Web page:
Proper CPS intervention is a key deterrent to recurring child abuse and neglect.[i] Comprehensive training in recognizing and reporting child abuse and neglect also offers child care providers tools for supporting families, including those who present risk factors for child maltreatment, possibly preventing child abuse before it occurs. It will also empower child care providers to become proactive reporters when they recognize signs of abuse and neglect.[ii]
[i] See Victor Vieth, Unto the Third Generation: A Call to End Child Abuse in the United States Within 120 Years, Journal of Aggression, Maltreatment & Trauma (2004) 14-17, available at http://bit.ly/1tHw38I ; see Victor Vieth et al., Lessons From Penn State: A Call to Implement a new Pattern of Training for Mandated Reporters and Child Protection Professionals 1, 5 Centerpiece, Vol. 3, Issues 3 &4 (2012), available at http://bit.ly/1tUasuG; see Aileen McKenna, Reluctant to Report: The Mandated Reporter Practices of Child Care Providers, Western Michigan University (2010) 1 (Ph.D. dissertation explaining why child care providers are the professionals least likely to report suspected child abuse and neglect. McKenna states “the failure to report abuse and neglect can have fatal consequences (Besharov, 1990). Studies in Texas, Colorado, and North Carolina revealed that over 40% of child fatalities attributed specifically to child maltreatment had not been reported prior to their death. This was despite the fact that these children had been seen by a public or private agency around the time of their death).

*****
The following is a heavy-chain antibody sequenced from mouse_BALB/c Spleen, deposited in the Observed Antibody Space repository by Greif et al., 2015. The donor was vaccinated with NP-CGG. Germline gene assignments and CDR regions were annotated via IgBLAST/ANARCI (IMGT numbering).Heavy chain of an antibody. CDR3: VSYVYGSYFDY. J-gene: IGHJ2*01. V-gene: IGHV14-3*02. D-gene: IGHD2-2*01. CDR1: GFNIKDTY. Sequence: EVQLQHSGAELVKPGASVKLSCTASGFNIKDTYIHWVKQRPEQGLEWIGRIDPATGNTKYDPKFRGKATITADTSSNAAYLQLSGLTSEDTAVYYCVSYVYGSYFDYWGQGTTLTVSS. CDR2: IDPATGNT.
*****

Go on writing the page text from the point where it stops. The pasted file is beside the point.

[ii] Theresa Dolezal et al., Academy on Violence and Abuse, Hidden Costs in Health Care: The Economic Impact of Violence and Abuse 9 (March 2009), available at http://bit.ly/1tUaZgi
You must call the local Licensing office and child welfare office.[i]
You can look up your local Licensing office at: http://www.ccld.ca.gov/res/pdf/cclistingMaster.pdf and child welfare office (often referred to as “CPS”) child abuse hotline number at: http://www.childsworld.ca.gov/res/pdf/CPSEmergNumbers.pdf.
If you are unsure about whether a report is necessary, it is best practice to still call the local Licensing office and child welfare office. The agent who answers the phone will let you know whether a report is necessary.
Note that some child care providers have told us that they have heard from various sources that if the suspected child abuse took place outside the child care facility, they only need to call CPS and not Licensing. The law requires that you call and report to BOTH agencies, and makes no mention of where the abuse took place as a factor in determining where to make the report.